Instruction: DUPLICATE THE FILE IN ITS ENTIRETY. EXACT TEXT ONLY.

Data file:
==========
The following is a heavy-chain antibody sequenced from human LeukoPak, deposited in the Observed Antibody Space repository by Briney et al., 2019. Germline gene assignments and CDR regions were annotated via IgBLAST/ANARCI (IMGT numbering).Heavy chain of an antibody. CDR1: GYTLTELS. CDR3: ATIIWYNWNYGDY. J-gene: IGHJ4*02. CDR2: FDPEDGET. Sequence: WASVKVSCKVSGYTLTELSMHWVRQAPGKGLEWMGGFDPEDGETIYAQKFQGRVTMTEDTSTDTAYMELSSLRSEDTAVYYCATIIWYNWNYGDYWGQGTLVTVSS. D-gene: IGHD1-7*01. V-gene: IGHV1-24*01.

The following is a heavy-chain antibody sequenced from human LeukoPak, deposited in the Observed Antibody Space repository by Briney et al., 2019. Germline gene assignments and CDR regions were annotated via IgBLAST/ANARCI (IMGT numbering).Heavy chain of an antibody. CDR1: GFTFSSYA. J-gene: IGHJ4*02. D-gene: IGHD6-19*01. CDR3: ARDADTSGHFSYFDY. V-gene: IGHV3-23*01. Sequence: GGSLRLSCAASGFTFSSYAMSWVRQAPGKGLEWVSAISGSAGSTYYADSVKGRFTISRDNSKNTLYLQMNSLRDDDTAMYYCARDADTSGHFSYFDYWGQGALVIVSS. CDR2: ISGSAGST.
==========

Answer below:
The following is a heavy-chain antibody sequenced from human LeukoPak, deposited in the Observed Antibody Space repository by Briney et al., 2019. Germline gene assignments and CDR regions were annotated via IgBLAST/ANARCI (IMGT numbering).Heavy chain of an antibody. CDR1: GYTLTELS. CDR3: ATIIWYNWNYGDY. J-gene: IGHJ4*02. CDR2: FDPEDGET. Sequence: WASVKVSCKVSGYTLTELSMHWVRQAPGKGLEWMGGFDPEDGETIYAQKFQGRVTMTEDTSTDTAYMELSSLRSEDTAVYYCATIIWYNWNYGDYWGQGTLVTVSS. D-gene: IGHD1-7*01. V-gene: IGHV1-24*01.

The following is a heavy-chain antibody sequenced from human LeukoPak, deposited in the Observed Antibody Space repository by Briney et al., 2019. Germline gene assignments and CDR regions were annotated via IgBLAST/ANARCI (IMGT numbering).Heavy chain of an antibody. CDR1: GFTFSSYA. J-gene: IGHJ4*02. D-gene: IGHD6-19*01. CDR3: ARDADTSGHFSYFDY. V-gene: IGHV3-23*01. Sequence: GGSLRLSCAASGFTFSSYAMSWVRQAPGKGLEWVSAISGSAGSTYYADSVKGRFTISRDNSKNTLYLQMNSLRDDDTAMYYCARDADTSGHFSYFDYWGQGALVIVSS. CDR2: ISGSAGST.